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Story published: 01-08-2014 • Print ArticleE-mail Story to a Friend

Coach Love retires after 39 years of service


By: Veronica Burnison

Freelance Writer

Throughout history, whether it be that of America or another country, men and women have been honored for their accomplishments, inventions, dreams, and sacrifices. In recent years, awards are given annually for artistic and literary achievements, and the definition of success is often accompanied by ribbons, certificates, trophies, and dollar signs.

But there comes a point when one must ask oneself: What is true success? Is it what a person gains from his or her community or what they give back to it? Is success about rising above one’s fellow man or residing with him through the storms?

With so many versionsof success in the world, it’s surprising how very few people look to their local educators - people they entrust with the education of their children.

On December 19th, during a JCHS Volleyball Tournament Fundraiser for the local Cancer Support Group, High School teacher and coach Russell Love was presented with two footballs signed by students and faculty. These footballs, given to Love on the eve of his retirement, are not just cherished trophies of a job well-done; they represent nearly four decades of Love’s dedication, passionate service to the students and community, and the cherished memories attained by all who have come into contact with him, whether as a student, fellow teacher, parent, or member of the community.

Originally from Carter County, Russell Love has been teaching “up on the hill” for thirty-nine years. Beginning in 1975 with a phone call from Harold Arnold (the athletic director at the time), Love’s coaching and teaching career leapt into action as he took on the responsibility of coaching Johnson County’s first Middle School football team as well as the High School football team.

From 1976 through 1996, Love “immersed himself” completely into the world of maroon-and-white, training young athletes, encouraging them through their struggles and victories, and watching them grow into talented young men. Then, after twenty years coaching on the field, Love accepted a full-time teaching position at the High School where he spent the next eighteen years leading thousands of teens in a medley of push-ups, sit-ups, pull-ups, and running laps around the gym in Physical Education and Wellness classes.

In a recent interview as a newly retired teacher, Love spoke fondly of his thirty-nine year coaching/teaching career, praising both the students and faculty he’d been “blessed with the opportunity to work with.” As Love expressed his enthusiasm for working with the students, he also focused a great deal on the importance and influence of not just the teachers but of the school staff, parents, and community on a young person’s education. He stressed how significant a person’s choices are, since one’s words or actions possess the power to either build or destroy another person:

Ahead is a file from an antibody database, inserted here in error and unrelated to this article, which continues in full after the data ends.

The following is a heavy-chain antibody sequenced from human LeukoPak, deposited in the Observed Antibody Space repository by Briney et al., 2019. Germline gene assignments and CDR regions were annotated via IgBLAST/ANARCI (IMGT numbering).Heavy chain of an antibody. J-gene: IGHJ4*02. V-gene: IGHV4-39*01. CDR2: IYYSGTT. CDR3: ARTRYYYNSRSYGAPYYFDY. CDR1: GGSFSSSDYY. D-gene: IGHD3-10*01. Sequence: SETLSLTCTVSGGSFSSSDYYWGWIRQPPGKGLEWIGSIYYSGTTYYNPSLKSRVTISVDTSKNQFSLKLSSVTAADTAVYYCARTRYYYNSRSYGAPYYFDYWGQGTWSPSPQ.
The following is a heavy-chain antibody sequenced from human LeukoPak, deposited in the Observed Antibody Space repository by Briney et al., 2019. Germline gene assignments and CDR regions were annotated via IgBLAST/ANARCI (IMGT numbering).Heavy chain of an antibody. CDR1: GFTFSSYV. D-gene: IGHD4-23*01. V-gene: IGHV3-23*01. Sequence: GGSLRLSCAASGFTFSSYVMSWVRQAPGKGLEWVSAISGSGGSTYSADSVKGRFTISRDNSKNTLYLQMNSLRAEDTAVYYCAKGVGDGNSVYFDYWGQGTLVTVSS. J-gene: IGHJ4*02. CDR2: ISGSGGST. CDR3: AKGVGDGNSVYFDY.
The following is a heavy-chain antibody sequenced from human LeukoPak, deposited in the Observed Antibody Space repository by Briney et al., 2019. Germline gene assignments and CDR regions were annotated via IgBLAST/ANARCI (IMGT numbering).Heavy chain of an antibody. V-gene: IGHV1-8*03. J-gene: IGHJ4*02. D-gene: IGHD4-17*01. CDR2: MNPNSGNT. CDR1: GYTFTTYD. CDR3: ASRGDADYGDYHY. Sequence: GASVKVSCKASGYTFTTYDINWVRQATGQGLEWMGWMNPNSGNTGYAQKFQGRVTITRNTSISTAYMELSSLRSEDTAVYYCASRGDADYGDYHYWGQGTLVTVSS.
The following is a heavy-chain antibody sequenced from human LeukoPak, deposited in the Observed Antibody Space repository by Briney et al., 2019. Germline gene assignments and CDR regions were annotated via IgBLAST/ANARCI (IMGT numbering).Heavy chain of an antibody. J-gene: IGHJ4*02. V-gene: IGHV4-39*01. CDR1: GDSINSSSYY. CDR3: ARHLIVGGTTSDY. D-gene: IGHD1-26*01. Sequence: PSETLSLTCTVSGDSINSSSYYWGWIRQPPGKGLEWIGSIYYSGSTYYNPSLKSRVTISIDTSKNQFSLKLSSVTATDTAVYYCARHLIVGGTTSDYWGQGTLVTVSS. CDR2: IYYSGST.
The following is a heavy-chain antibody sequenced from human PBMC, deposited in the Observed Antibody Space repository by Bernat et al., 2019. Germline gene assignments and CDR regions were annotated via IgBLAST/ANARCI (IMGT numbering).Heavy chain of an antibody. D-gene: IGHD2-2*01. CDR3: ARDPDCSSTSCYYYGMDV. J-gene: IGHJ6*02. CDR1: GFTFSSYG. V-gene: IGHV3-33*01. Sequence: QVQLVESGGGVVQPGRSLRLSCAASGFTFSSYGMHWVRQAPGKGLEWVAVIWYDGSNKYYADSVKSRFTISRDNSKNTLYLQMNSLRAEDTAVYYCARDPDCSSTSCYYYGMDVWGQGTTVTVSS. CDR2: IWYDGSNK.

“Anybody can tear things down,” Love said, “but you have to work and strive to build. And building doesn’t come easy. It takes effort and it takes time. And one person doesn’t build; it takes a whole crew. And the whole crew is your whole community. And the product - what you build - is a good child.”

Over his teaching years, Love worked diligently to encourage his students. He refused to see them by their grade level or Grade Point Average, instead he focused on who they were as people and who they might one day become.

“You take them from where they are and you take them forward,” Love commented, regarding the role teachers have with their students. “Some may make leaps and bounds of progress; some may move and migrate very slowly. But the thing about it is they know that you care about them because you’re working with them.”

After listening to Love speak about his thirty-nine years in the teaching profession, his love and devotion to the “young people” was evident. He never saw teaching as simply a job or a way to earn a living; he saw it as a “calling” where every moment he spent with the students was an opportunity to remind them that they are valuable and full of great potential. Although he’s now retired, Love hopes to continue working with students in the future. He stated, “The opportunity to work with young people is something you don’t retire from.”

Looking back, remembering the triumphs and stumbles, the long hours of football practices and the even longer hours spent laundering the team’s grass-stained jerseys, Love wanted to express his appreciation for his wife, Kathie, who supported him through the years and stood right there beside him during those long hours, washing those muddied uniforms.

Near the end of the interview, Love recalled a quote by Grantland Rice located on the James Plummer plaque in the commons area of the High School:

“For when the One Great Scorer comes to write against your name, He writes not if you won or lost, but how you played the game.” Love added, “Hopefully, I played well.”